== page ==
The author whose memoir was the inspiration for acclaimed Netflix series Unorthodox says the Hasidic community holds huge political sway in New York and that outside pressure to reform only further radicalises its core members.
Deborah Feldman was brought up in the ultra-orthodox Hasidic Satmar community in Williamsburg, a neighbourhood in the borough of Queens.
She escaped and wrote Unorthodox: The Scandalous Rejection of my Hasidic Roots, which discusses her upbringing and her painful transition into a new world of freedom and gradual happiness. The book was also cleverly used as leverage to win a legal agreement allowing her to take her son from the enclosed community too.
Feldman told Kim Hill on Saturday Morning that the Hasidic community’s orthodox rules had become more rigid and strict since her childhood.
She expressed the view that the wider Jewish community remained deeply embarrassed by these sects, but instead of addressing the issue had looked the other way and failed to embrace and help those leaving in increasing numbers.
Her critique has been criticised for offering anti-Semitic elements ammunition to attack Judaism in general.
“That’s a criticism I’ve been faced with ever since I’ve become a public person and it’s a criticism that will never disappear," she says.
“In general, the Jewish world and in particular the orthodox Jewish world, is very uncomfortable whenever the spotlight to pointed on the most radical aspects of Judaism because they have worked really hard to live their lives in such a way that they don’t have to think about these communities.
“They have no desire to contribute to any kind of reform activism and they have no desire to help people who leave these communities or adjust to different Jewish societies.
“One of the great ironies of my own experience was leaving my communities and discovering that the people who were most prejudiced against me were other Jews and that’s something that is shown really well in the Netflix series, where 'Estie' leaves and meets an Israeli character who is more secular, but who knows enough about the world she comes from to basically tell her 'you're never going to make it, you're just baby machine'.”
The series tells the story of a Hasidic Jewish woman in Brooklyn who flees to Berlin from an arranged marriage and is taken in by a group of musicians — until her past comes calling.
“This is very accurately reflecting the experience of many people that leave, that the Jewish world resents them for leaving, resents them for reminding them that these communities exist, that also in the name of Judaism oppression can happen. It basically says to them that they are abdicating a certain responsibility that they might have…
“What’s amazing to me is, going out into the non-Jewish world, that is where I’ve experienced the most acceptance, because people just do not know enough about where I come from to judge me negatively.”
She says if Jewish leaders could use their agency to change these communities there would no longer be a huge need to bring stories like her's into the public arena.
“The solution is never to stay quiet and keep pretending that these problems don’t exist.”
Exposing the rigidity and lack of freedom within the Hasidic faith wasn’t the only motivation for writing her book. Winning custody of her son was the main driver.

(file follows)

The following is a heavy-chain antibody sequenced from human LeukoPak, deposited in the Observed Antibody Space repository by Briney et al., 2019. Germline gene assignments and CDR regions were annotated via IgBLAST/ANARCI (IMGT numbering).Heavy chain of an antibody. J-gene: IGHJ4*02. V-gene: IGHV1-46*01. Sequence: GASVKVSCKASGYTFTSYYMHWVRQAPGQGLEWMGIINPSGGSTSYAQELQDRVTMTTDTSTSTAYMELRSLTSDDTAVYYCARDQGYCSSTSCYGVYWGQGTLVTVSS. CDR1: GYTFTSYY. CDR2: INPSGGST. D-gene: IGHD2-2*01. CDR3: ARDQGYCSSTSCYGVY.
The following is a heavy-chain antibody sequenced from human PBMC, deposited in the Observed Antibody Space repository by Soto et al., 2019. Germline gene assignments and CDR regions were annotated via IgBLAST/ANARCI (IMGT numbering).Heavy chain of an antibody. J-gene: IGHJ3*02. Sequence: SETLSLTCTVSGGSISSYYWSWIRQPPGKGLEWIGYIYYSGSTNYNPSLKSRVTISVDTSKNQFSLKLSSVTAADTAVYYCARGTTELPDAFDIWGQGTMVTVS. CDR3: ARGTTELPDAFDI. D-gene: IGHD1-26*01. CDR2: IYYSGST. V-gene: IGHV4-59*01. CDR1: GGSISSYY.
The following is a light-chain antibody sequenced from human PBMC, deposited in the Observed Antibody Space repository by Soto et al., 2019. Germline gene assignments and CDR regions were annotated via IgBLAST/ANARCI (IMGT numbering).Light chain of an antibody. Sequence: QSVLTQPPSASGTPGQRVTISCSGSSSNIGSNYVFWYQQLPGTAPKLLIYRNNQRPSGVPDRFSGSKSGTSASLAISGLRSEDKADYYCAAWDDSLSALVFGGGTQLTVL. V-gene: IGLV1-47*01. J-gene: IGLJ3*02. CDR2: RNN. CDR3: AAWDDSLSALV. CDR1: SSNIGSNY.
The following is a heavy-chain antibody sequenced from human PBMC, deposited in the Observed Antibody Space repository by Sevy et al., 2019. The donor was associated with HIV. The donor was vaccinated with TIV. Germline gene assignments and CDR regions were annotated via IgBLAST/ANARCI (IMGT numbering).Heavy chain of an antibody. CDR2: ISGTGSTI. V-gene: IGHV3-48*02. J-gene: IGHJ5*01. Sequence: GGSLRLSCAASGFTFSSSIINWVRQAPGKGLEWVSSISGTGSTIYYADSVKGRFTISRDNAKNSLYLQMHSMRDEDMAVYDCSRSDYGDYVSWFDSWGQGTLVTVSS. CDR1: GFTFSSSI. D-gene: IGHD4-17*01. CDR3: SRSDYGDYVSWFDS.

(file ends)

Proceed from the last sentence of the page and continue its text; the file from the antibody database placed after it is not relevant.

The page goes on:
At 23, emboldened by classes at Sarah Lawrence College, she left her husband of six years and the community for good — taking her three-year-old son with her.
When planning her escape from the community she was introduced to a lawyer who had worked on similar case in 1980s.
The lawyer advised that there was no way to win legal custody as the Hasidic community always worked the system to their advantage, but one thing she found was they hated the spotlight.
“She said, ‘if you find a way to get public attention and sustain it, you can win’ and I knew in that moment what she was saying was not a newspaper article... She was saying ‘you need to find a way to get leverage, power’ and that’s when I decided to write the book.
“I wrote my book for very practical reasons, to secure custody… I remember on the day of publication of the book I was to go on the TV show, The View, with Barbara Walters, with 12 million viewers in the United States. I told my lawyer to communicate to the other side that if the papers were not signed by that morning, I was going to go on TV and tell America everything.
“Literally 10 minutes before that interview my lawyer rang and said the papers had arrived. So, it was really the case that what my lawyer had promised me had come true.”
Her own mother had also left the community, having cultivating some links to the outside world, but was unable to achieve what Feldman had – the legal power to take her child with her.
Feldman was taken in by relatives after her mother’s departure, with her mentally disabled father unable to look after her.
Her mother, of German Jewish Orthodox stock, had travelled over from the UK after an arrangement for marriage was secured, although the bride-to-be was left unaware her husband would have the mental age of a seven-year-old.
Finding herself completely isolated, she quickly fell into deep depression, and was controlled by psychotropic drugs.
Feldman says she had been given the impression her mother had simply abandoned her, but later realised how limited her mother’s options had been. She held no resentment towards her. “Her suffering was much greater than my own.”
This empathy is even extended towards the Hasidic community itself, which she says were partly products of the Holocaust, their inwardness and radicalism a collective response to horrific trauma.
Her relationship with her mother remains difficult.
“One of the ways she survived was repressing the past and living in present. We have different ways then coping, which makes it difficult to relate,” she says.